Bivocational pastor's careers require intentionality

Scott Tafoya, bivocational pastor of Indian Nations Baptist Church, extends his ministry as a school bus driver, adjunct professor and professional coach.
Photo by Adam Covington
ALBUQUERQUE, N.M. (BP) -- Whether serving as pastor of Indian Nations Baptist Church, a bus driver, professor or certified professional coach, Scott Tafoya strives to make disciples in whichever sphere he finds himself.

The unique opportunities of a bivocational pastor, he says, "are, in some ways, no different than for any other Christian."

"Though we need to 'leave our work at the office' at times," Tafoya says ministry is "tied to life as a whole and really cannot be seen as completely separate."

Intentionality is his key for utilizing each vocation as a mission field.

Inside and outside the church, Tafoya says, God has led him to "the pillar of being intentional in my life" as he seeks to be sensitive to the leadership of the Holy Spirit.

"This includes the promptings of the moment as well as the promptings of His life purpose and work for me as an individual," Tafoya says. "This is a tremendous blessing when I am true to follow Him."

Tafoya was raised on the Santa Clara Pueblo Indian Reservation in New Mexico. There, as a result of hearing and seeing the Gospel presented by two influential missionary couples, he gave his life to Christ at the Santa Clara Baptist Indian Mission.

"I had heard the Gospel message and, just as importantly, I had seen the difference Christ was making in their lives -- the joy, the 'answers' to life's questions, their love -- and I knew I needed to place my faith in Christ," Tafoya recounts. "Even today, I remember my fear to make my decision for Christ, but I confessed my fear to Him while still in my pew and I soon found myself in the center aisle walking to my pastor."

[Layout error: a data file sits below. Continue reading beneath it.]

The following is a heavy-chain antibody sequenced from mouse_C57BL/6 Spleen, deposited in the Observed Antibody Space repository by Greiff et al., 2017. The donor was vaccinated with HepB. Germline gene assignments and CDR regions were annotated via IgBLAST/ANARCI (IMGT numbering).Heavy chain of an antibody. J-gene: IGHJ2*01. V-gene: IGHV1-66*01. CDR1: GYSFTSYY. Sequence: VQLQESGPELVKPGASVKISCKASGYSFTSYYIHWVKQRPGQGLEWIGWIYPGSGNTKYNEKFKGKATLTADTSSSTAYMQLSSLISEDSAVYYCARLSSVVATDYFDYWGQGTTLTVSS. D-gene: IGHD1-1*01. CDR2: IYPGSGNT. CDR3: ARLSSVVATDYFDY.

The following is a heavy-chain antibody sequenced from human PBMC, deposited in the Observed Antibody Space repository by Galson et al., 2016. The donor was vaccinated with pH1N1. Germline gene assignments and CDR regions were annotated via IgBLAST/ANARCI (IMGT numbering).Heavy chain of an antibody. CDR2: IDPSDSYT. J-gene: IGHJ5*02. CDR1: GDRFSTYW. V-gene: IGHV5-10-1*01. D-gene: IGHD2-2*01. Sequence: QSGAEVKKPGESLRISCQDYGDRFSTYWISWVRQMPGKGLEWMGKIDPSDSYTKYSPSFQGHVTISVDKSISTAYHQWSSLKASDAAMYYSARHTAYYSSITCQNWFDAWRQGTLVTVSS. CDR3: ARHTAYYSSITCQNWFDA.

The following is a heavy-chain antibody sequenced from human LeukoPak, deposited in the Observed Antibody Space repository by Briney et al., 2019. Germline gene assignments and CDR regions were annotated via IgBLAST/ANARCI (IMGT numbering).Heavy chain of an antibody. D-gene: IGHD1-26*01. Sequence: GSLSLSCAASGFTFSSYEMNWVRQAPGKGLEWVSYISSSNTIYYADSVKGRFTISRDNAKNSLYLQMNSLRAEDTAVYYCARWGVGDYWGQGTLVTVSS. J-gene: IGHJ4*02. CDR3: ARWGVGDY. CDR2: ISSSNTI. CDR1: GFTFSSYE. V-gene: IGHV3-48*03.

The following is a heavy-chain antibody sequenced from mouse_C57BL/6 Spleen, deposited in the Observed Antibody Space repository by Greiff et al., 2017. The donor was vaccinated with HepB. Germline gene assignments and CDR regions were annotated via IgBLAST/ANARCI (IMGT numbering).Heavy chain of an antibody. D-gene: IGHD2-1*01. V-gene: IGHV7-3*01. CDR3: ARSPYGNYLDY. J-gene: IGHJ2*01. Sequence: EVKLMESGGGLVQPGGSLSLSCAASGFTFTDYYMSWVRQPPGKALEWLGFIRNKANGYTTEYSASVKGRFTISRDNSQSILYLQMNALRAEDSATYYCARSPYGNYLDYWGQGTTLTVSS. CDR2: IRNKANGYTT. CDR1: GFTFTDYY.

Bivocational pastor Scott Tafoya: Ministry is "tied to life as a whole and really cannot be seen as completely separate."
Photo by Adam Covington
In the years that followed his new birth, Tafoya regularly did missionary work through his church when opportunities arose. By his fourth year of college, he had begun to wonder what to do with his life. The answer came during a Sunday morning worship service.

"A foreign missionary was sharing a testimony and the Scripture from Isaiah 52:7, 'How beautiful on the mountains are the feet of those who bring good news,' and I couldn't think of anything else I would rather do with my life than serve the Lord in full-time vocational service," Tafoya says. "I wondered how I could be sure. I determined I had to just step out in faith and I said to Him, 'As long as You keep confirming I have made the right choice, I will continue serving You.'

"And indeed He has," the bivocational pastor says. "Though the hard times have come, there continue to be assurances from people along the way and from my own heart as well."

Tafoya prepared for his calling by attending Southwestern Baptist Theological Seminary, completing a master of divinity degree in 1988. In retrospect, he says his classes there were "mountaintop experiences."

"Sitting in class with professors who were both educated in fields such as biblical archaeology, Greek, Hebrew and worship as well as in love with God about whom we were studying, strengthened and grounded my faith," Tafoya says. "The coursework gave me some practical learning in areas like preaching and evangelism that prepared me for ministry. The experiences during my years there helped to inform and shape my faith in subtle ways that only extensive education like our seminaries can provide."